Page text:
Sculpted Marble Midnight
I walked through the walls of the Louvre
and noticed the Hall of Sculptures was still
asleep. I tiptoed in and took a deep breath.
As I exhaled slowly, a springtime breeze,
Winged Victory of Samothrace shook
out her wings. Her marble gown,
a cascading waterfall, flowed as she flew
around the room. Arria and Paetus
sprung into action as they waltzed
to a harp only they could hear. Paetus
spun her into my arms, so we danced
a foxtrot across the worn stone
floors. A chorus of strings caught
my ear, so I bowed and moved
to the Hall of Paintings, where
The Wedding at Cana beckoned
to me. A minstrel reached out
and pulled me into his world. Violins
and cellos kept time with the smiles
as the guests and I laughed and ate
large plates of roast. It wasn’t long until
the sun’s warm arms reached through
the layers of vibrant oils and I found
myself a mere spectator once more.
I headed back through the walls
to the glass pyramid, a beacon
of diamonds, north on a compass,
and smiled at Polaris as he shimmered
in the shadow of a fading moon.
Hidden in the Forest
I run my hand down the cool, moist armor
of an oak tree and smile,
because the tangled chestnut roots
are the synapses of a brain commanding
a kingdom that exists over thousands
of miles. The forest is a society
that speaks in decades,
thinks in centuries,
and flourishes in generations.
So it seems, if you survive a certain
age, your only enemy becomes
the years as they disappear, for Time
is a quicksand pit that steals, loses, or kills
most everything. I look at the oak before
me, its uppermost boughs
do the Tarantella with the crisp autumn
breeze while the roots sink ever
lower, the tree as everlasting
as the beating of a warrior’s cowhide drum.
The Lucky Men
They are the lucky men.
They are the living men.
Returning to homes
carved from childhood games
and aunties’ sugar cookies.
They live next to each other,
build their white picket fences
together. Not noticing
the paint as it starts to crack
from the sun and rain.
A breeze, a gust, a gale, a storm.
A rain drop, a sun drop, a snow flake.
They who get to feel it all,
with golden skin and golden
smiles surrounded by children
with golden eyes and golden
laughs. Laughs. Who can remember
what it feels like to laugh, except
For the lucky men.
The living men.
We are the tarnished,
the broken, the forlorn.
Looking at our brothers’ names
that now adorn white stones.
Our minds are like tin men,
with no hope of striking
oil. Each day brings a fight
between the camo and the tie,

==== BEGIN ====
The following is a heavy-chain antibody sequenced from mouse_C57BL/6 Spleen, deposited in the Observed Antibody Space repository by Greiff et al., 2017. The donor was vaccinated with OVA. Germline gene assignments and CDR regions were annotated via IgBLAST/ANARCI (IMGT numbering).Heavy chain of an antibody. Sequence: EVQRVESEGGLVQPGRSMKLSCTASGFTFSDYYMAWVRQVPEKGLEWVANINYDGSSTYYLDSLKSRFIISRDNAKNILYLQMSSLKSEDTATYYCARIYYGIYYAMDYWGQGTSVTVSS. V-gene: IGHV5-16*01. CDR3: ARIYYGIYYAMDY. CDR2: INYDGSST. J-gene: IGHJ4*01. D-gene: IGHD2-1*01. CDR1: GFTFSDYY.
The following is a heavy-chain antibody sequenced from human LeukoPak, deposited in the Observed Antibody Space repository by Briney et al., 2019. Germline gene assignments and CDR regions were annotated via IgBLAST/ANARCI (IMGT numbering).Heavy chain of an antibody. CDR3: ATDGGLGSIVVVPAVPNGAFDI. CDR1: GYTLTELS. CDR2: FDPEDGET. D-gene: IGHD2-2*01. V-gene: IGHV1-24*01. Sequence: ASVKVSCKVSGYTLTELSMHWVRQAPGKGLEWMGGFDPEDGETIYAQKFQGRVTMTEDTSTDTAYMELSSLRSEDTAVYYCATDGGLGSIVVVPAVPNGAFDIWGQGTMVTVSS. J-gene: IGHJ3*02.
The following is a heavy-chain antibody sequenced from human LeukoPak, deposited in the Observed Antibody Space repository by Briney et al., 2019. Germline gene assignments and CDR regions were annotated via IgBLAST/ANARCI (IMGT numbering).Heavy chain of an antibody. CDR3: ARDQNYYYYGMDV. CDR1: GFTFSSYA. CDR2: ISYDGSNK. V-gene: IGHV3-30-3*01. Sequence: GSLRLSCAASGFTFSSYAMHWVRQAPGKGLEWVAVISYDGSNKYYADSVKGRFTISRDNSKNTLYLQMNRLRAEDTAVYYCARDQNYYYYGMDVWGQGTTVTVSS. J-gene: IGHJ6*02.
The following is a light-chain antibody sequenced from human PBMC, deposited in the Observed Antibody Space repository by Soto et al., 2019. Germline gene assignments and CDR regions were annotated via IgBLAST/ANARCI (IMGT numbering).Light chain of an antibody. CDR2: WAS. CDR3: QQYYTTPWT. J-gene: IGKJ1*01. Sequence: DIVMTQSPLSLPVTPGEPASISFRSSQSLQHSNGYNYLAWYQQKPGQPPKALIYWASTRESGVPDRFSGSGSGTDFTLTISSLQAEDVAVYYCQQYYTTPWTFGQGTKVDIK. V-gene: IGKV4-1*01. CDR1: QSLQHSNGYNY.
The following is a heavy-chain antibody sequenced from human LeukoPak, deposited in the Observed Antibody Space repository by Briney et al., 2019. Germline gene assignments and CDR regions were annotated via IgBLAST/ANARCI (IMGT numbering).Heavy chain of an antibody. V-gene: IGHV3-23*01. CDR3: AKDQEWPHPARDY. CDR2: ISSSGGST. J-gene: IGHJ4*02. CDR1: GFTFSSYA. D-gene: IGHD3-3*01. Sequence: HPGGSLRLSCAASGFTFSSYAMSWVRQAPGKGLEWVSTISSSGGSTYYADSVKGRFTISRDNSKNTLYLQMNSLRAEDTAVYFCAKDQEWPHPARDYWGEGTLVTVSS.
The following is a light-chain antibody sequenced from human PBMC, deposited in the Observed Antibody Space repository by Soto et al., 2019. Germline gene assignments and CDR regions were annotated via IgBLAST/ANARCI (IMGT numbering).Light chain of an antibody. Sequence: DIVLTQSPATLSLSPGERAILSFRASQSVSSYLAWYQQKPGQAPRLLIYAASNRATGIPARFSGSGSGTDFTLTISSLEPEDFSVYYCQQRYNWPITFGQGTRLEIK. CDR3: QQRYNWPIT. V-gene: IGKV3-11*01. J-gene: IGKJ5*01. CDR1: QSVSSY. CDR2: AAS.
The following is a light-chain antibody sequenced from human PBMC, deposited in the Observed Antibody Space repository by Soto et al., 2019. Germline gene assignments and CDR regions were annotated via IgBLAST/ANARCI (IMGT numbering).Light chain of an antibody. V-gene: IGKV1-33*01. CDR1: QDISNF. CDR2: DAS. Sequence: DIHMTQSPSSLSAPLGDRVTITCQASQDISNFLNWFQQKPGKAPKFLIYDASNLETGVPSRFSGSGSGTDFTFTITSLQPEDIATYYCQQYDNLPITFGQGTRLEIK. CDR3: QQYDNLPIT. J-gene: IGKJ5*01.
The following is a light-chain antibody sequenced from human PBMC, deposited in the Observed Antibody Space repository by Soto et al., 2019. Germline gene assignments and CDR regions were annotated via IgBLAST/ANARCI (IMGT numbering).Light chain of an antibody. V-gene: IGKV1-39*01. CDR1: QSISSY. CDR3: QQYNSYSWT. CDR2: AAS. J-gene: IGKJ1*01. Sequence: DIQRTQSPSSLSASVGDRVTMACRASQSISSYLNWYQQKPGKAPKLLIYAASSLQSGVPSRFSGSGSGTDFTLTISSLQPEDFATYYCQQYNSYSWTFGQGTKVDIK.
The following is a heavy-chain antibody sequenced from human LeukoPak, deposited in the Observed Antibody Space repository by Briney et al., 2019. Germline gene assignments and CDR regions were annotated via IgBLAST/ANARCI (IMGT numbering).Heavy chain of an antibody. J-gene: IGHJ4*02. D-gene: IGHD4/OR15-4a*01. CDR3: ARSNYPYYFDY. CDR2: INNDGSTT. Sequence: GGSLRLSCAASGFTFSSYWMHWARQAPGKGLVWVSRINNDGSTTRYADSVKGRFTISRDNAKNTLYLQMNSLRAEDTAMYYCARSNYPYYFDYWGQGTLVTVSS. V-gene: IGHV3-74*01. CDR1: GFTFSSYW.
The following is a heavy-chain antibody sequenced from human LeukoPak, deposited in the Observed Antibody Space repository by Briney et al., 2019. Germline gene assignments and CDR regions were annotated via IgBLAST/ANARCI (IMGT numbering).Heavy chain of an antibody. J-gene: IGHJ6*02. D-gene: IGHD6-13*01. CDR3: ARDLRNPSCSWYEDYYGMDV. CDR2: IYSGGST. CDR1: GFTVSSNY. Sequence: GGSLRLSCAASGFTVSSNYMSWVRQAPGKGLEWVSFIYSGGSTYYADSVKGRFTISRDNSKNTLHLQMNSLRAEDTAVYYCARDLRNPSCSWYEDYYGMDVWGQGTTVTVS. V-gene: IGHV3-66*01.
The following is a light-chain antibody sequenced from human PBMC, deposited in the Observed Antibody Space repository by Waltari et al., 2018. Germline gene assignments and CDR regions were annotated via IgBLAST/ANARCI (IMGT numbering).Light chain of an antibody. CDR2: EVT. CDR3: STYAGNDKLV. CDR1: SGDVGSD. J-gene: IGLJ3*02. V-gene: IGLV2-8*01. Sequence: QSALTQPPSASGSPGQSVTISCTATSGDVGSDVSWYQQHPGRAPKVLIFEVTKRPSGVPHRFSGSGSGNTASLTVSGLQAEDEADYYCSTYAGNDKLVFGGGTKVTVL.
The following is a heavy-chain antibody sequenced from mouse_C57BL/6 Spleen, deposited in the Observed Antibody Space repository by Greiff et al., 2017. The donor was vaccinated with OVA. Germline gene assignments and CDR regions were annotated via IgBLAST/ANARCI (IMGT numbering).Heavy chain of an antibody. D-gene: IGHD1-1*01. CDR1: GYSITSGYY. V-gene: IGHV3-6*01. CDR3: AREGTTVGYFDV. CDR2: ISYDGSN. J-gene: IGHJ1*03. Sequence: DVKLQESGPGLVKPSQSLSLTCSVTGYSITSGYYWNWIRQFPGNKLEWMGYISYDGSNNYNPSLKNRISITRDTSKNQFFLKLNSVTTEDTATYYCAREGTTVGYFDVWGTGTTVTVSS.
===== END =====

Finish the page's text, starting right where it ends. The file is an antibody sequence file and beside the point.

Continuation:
between old secrets and new lies.
We wish we could
join our men that rest
in peaceful sleep beneath
the diamond studded sky,
with a brother to each side,
never fearing for our lives.
Raise a glass up to the day
we meet the General in the sky.
This is a deserted land.
This is an elephant graveyard.
A sloping field, filled with green
that was built on red, never mind
the blue and white. Or all those stars
and thirteen stripes that wave goodbye.
They dig dig dig and they
dig dig dig. Someone’s new
forever home sunk
into the icy ground,
as a lonely trumpet sounds
a final, fatal, string of taps.
Day is done, gone the son.
Eighth grade students mill
and roam beside the onyx
leviathan, engraved with names
that used to have futures. A doctor
a lawyer a plumber a teacher.
A father.A mother.
All they see are empty letters.
All they see are charcoal canvases.
A solemn boy, an uncle short,
kneels to leave a daisy, a scribbled note.
When out of sight
then out of mind,
for no one minds
what they can’t see,
right before their eyes.
His hands caress the dusty name
of Alexander Tsiro.
Mine eyes have seen the glory
as he tramples out the vintage
where the grapes of wrath are stored
with the fateful lightning of His
terrible swift sword.
I am the lost one.
I am the forgotten one.
Forever without name,
forever in an unmarked grave.
I am without home.
The watch-fires of a hundred circling camps
Passing years brought
company, a group of three
all just like me, adorned
in white and marked
They have built an altar in the evening damp
The Old Guard
keeps their watch,
like an arrow
Through rain and sleet,
snow and heat,
my bones they’re sworn
He has sounded from the trumpet that shall never call retreat
Now to await
seat, what’s left
shall fly on swiftest
feet, one last
As He died to make men holy, we died to make men free
(in response to T.S. Eliot’s The Hollow Men)